Last year the group made an edible model of the city. ‘We took over 400 photos of buildings around the city and then constructed them out of cake,’ says Morag. ‘It wasn’t topographically accurate,’ she adds dryly. The cakes were then devoured in an afternoon. ‘The city is always changing,’ she says with a smile.
‘Whatever the council do with places like this, people will always adapt and appropriate them.’
The LRM meet every first Sunday for some sort of wander around Manchester. It’s free and everybody is welcome. You can follow and contact Morag on Twitter @lrm and Tim @timinmanchester
Dipesh Pandya speaks to documentary film-maker Sanjay Kak, who for 30 years has been working outside the mainstream to tell a story rooted in the struggles of those excluded by India’s militarism and its narrative of neoliberal growth
Jeremy Gilbert on how radical Labour politics can be inspired by the utopianism of the counterculture
Disasters have unequal impacts – it's the poor and marginalised who suffer most. David Harvey writes on Hurricane Harvey
Survivors of the fire are still relying on thousands of community volunteers, writes Dan Renwick - but the failed council is plotting a comeback
What if it's not us who are sick, asks Rod Tweedy, but a system at odds with who we are as social beings?
The people could reach a democratic and non-violent solution if they were freed from US meddling, argues Boaventura de Sousa Santos
A decade after the start of the crash, economic power is in our hands – we must take it, writes Ann Pettifor
Nick Dowson looks at the new wave of co-ops and community groups where people are building their own truly affordable homes
Working class theatre: Save Our Steel takes the stage
A new play inspired by Port Talbot’s ‘Save Our Steel’ campaign asks questions about the working class leaders of today. Adam Johannes talks to co-director Rhiannon White about the project, the people and the politics behind it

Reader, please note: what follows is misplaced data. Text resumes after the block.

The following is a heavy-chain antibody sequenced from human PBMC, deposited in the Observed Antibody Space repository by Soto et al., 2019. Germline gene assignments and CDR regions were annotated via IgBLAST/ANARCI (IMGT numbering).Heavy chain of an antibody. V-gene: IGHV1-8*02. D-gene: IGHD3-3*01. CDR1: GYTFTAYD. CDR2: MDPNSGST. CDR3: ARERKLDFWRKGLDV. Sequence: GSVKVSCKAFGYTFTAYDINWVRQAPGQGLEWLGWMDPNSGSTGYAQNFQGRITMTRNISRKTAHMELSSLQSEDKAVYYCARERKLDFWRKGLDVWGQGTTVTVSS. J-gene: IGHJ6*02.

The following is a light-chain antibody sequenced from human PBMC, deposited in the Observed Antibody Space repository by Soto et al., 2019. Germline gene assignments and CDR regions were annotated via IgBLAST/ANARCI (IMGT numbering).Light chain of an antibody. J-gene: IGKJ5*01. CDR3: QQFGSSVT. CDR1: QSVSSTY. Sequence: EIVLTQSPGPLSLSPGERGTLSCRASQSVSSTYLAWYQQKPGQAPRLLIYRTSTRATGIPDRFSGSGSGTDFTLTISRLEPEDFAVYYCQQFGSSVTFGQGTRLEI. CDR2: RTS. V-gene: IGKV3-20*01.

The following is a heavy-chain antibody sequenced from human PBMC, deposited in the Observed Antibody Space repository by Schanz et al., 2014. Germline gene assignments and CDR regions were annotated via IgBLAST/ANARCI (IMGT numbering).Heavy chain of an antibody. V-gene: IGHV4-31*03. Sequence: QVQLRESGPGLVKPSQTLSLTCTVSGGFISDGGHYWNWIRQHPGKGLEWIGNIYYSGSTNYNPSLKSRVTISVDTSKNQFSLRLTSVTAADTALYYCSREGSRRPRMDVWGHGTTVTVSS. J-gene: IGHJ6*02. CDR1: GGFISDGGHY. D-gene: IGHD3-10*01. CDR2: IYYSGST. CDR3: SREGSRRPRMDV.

The dawn of commons politics
As supporters of the new 'commons politics' win office in a variety of European cities, Stacco Troncoso and Ann Marie Utratel chart where this movement came from – and where it may be going
A very social economist
Hilary Wainwright says the ideas of Robin Murray, who died in June, offer a practical alternative to neoliberalism
Art the Arms Fair: making art not war
Amy Corcoran on organising artistic resistance to the weapons dealers’ London showcase
Beware the automated landlord
Tenants of the automated landlord are effectively paying two rents: one in money, the other in information for data harvesting, writes Desiree Fields
Black Journalism Fund – Open Editorial Meeting
3-5pm Saturday 23rd September at The World Transformed in Brighton
Immigration detention: How the government is breaking its own rules
Detention is being used to punish ex-prisoners all over again, writes Annahita Moradi
A better way to regenerate a community
Gilbert Jassey describes a pioneering project that is bringing migrants and local people together to repopulate a village in rural Spain
Fast food workers stand up for themselves and #McStrike – we’re loving it!
McDonald's workers are striking for the first time ever in Britain, reports Michael Calderbank
Two years of broken promises: how the UK has failed refugees
Stefan Schmid investigates the ways Syrian refugees have been treated since the media spotlight faded
West Papua’s silent genocide
The brutal occupation of West Papua is under-reported - but UK and US corporations are profiting from the violence, write Eliza Egret and Tom Anderson
Activate, the new ‘Tory Momentum’, is 100% astroturf